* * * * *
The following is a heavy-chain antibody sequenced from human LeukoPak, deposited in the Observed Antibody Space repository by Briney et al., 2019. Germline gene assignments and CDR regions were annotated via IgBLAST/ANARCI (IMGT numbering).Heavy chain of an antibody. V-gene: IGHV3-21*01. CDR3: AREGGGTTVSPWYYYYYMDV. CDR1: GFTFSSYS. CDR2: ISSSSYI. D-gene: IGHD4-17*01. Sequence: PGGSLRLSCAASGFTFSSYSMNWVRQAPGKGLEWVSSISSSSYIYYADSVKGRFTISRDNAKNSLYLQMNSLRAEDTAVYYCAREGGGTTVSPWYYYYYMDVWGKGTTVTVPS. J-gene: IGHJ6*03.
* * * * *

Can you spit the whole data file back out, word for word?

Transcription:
The following is a heavy-chain antibody sequenced from human LeukoPak, deposited in the Observed Antibody Space repository by Briney et al., 2019. Germline gene assignments and CDR regions were annotated via IgBLAST/ANARCI (IMGT numbering).Heavy chain of an antibody. V-gene: IGHV3-21*01. CDR3: AREGGGTTVSPWYYYYYMDV. CDR1: GFTFSSYS. CDR2: ISSSSYI. D-gene: IGHD4-17*01. Sequence: PGGSLRLSCAASGFTFSSYSMNWVRQAPGKGLEWVSSISSSSYIYYADSVKGRFTISRDNAKNSLYLQMNSLRAEDTAVYYCAREGGGTTVSPWYYYYYMDVWGKGTTVTVPS. J-gene: IGHJ6*03.